The latest Australian Bureau of Statistics report on recorded crime by offenders shows that men are overwhelmingly responsible for domestic and family violence, with the most common offence being an act to cause injury.
In the five jurisdictions where data was collected – NSW, Victoria, Queensland, Northern Territory and ACT – there were more than 35,000 offenders of domestic and family violence between July 2014 and June 2015.
A person was counted as being an offender if they were recorded as having at least one selected offence that was flagged by police as being family and domestic violence related. The offences included: homicide; acts intended to cause injury; sexual assault; abduction/harassment; and property damage.
The report shows that more than 19,000 people in NSW alone were deemed to be perpetrators of domestic and family violence, with four times as many male offenders (16,273) as female offenders (3670).
In the ACT, there were more than eight times as many male offenders.
The figures for the Northern Territory were even more alarming, with 1185 offenders per 100,000 persons, compared to NSW where there were 302 offenders per 100,000 persons. In the Territory, Aboriginal and Torres Strait Islanders represented 89 per cent of offenders.
The report also showed that the age profile of offenders was similar across the five jurisdictions with the highest proportion in the 20-34 years category. The second highest proportion was in the 35-54 years age category, while those aged 55 years and over were the least represented group.
Where Can Perpetrators of Violence Get Help?
Breathing Space is a residential program for domestic violence perpetrators run out of a house in suburban Perth that has the backing of high profile campaigner Rosie Batty.
While living in the Breathing Space house, perpetrators have four hours of group therapy per day, including parenting courses and a class called Understanding Emotions. The men split into pairs and become counsellors for each other, their conversations ranging from the recent death of a friend to their current custody battles.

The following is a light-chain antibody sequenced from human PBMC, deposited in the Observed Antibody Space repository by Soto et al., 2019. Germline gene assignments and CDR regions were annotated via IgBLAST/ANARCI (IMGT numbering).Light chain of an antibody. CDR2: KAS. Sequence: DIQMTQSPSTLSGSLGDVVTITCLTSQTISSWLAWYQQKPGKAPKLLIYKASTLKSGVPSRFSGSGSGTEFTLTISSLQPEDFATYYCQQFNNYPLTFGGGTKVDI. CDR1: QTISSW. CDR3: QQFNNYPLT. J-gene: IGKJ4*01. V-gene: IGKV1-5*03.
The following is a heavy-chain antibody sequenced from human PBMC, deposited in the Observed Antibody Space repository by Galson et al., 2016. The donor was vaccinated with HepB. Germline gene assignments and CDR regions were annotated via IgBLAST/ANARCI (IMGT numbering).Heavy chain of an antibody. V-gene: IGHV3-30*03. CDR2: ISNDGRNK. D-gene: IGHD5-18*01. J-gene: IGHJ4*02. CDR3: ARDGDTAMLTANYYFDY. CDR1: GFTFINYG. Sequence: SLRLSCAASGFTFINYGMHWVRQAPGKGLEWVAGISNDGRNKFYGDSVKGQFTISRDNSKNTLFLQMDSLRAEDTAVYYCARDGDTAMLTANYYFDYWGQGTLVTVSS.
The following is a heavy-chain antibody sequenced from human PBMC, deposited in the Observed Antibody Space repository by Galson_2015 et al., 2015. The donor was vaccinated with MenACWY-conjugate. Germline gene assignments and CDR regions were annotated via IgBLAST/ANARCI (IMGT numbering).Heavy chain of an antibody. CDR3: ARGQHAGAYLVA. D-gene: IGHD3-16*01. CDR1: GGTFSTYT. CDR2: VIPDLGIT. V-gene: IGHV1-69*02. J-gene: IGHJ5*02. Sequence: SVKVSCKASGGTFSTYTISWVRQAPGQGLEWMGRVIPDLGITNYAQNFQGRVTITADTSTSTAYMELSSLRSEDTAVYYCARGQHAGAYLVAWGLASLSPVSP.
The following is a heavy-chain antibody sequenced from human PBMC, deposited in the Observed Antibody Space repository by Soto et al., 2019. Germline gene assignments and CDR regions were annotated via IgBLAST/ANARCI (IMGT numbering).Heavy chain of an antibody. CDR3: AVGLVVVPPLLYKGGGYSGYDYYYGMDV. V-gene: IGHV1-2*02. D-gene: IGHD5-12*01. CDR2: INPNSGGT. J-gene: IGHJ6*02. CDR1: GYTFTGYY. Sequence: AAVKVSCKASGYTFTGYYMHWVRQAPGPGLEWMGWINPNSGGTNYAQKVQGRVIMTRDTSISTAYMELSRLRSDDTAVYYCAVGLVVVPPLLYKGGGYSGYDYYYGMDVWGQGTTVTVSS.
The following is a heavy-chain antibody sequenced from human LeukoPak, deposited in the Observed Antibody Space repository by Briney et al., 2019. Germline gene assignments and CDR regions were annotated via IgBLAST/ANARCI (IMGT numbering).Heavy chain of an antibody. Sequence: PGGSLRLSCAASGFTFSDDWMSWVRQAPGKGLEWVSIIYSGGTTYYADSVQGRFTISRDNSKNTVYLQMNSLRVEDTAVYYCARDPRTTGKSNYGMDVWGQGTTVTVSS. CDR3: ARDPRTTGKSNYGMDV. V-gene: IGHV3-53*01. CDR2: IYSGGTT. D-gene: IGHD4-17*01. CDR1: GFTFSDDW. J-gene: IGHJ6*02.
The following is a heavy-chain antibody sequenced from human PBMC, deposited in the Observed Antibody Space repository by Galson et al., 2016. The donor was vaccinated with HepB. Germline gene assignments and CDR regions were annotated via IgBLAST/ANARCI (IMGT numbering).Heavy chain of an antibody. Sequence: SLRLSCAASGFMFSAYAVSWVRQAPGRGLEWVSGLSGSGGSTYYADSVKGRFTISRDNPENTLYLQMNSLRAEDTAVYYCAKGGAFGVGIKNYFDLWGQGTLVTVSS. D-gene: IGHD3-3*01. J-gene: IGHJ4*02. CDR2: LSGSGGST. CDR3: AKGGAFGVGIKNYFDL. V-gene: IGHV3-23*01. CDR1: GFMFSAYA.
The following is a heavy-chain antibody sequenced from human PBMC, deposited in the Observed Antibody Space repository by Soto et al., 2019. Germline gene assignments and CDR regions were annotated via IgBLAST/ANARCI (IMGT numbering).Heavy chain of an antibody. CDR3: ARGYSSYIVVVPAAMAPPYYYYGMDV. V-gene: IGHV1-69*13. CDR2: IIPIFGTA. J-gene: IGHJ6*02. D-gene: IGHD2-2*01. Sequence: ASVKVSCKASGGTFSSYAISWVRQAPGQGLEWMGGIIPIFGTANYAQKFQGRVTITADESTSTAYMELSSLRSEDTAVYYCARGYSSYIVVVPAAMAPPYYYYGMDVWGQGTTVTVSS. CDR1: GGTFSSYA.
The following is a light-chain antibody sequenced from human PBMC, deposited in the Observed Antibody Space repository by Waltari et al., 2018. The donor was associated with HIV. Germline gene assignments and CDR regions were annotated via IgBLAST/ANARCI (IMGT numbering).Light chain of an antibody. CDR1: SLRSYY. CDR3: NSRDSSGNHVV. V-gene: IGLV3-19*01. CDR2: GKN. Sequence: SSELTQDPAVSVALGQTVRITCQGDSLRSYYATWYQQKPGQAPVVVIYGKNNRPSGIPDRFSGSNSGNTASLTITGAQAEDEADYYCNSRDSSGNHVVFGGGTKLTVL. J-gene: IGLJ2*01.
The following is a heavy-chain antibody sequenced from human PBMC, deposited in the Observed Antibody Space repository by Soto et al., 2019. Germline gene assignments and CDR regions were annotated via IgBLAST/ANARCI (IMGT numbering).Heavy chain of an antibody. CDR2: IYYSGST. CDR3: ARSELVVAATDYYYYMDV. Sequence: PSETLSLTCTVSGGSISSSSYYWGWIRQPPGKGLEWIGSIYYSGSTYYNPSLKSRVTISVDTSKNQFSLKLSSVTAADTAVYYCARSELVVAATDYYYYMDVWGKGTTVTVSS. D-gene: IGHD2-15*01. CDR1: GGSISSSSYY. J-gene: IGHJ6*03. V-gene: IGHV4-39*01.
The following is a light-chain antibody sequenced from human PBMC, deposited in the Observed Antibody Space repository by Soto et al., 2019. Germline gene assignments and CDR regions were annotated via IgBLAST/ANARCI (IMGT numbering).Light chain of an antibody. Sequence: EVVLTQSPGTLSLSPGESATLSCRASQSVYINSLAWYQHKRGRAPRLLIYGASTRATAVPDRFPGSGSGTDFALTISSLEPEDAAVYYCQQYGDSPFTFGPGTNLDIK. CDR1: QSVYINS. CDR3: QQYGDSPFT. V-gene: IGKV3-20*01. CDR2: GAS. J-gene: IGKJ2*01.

Co-ordinator Holly Florance said while the program was treating men, its focus was on the safety of women.
“Whether the guys are in a relationship now or not, eventually they are going to get into another relationship so it’s about teaching them skills and teaching them that they do have a choice and that way, potentially we’re protecting further victims.”
The program has so far treated more than 800 domestic violence perpetrators. Communicare CEO Melissa Perry is pushing to have it rolled out nationally.
“It costs about $12,000 per person to participate for the three month period… it costs almost $300,000 a year to incarcerate a man in our justice system so from my point of view it’s a no brainer.”
Ms Florance said the attendees came from diverse backgrounds but the one thing they had in common was a desire to change.
“I think people can change 110 per cent, I think domestic violence being such a specific learned behaviour. We’re teaching them different strategies, different skills, different methods, we’re teaching them communication, we’re breaking down behaviours and teaching them how to behave differently.”
Empowering Victims to Ask for Help
NSW Police has launched a powerful new video campaign denouncing domestic violence with the message, “it’s not your fault”.
“Police officers attend hundreds of domestic violence incidents every day and see first-hand the impact and harm it has on families,” NSW Police Force Assistant Commissioner Mick Fuller said. “Children are the hidden victims of domestic violence, which is why children feature so prominently in the campaign. There are no innocent bystanders in this space. By reporting domestic violence, you could prevent the next homicide.”
The 30-second community service announcement aims at empowering and educating victims of domestic violence to come forward, emphasising the fact that it is not their fault.
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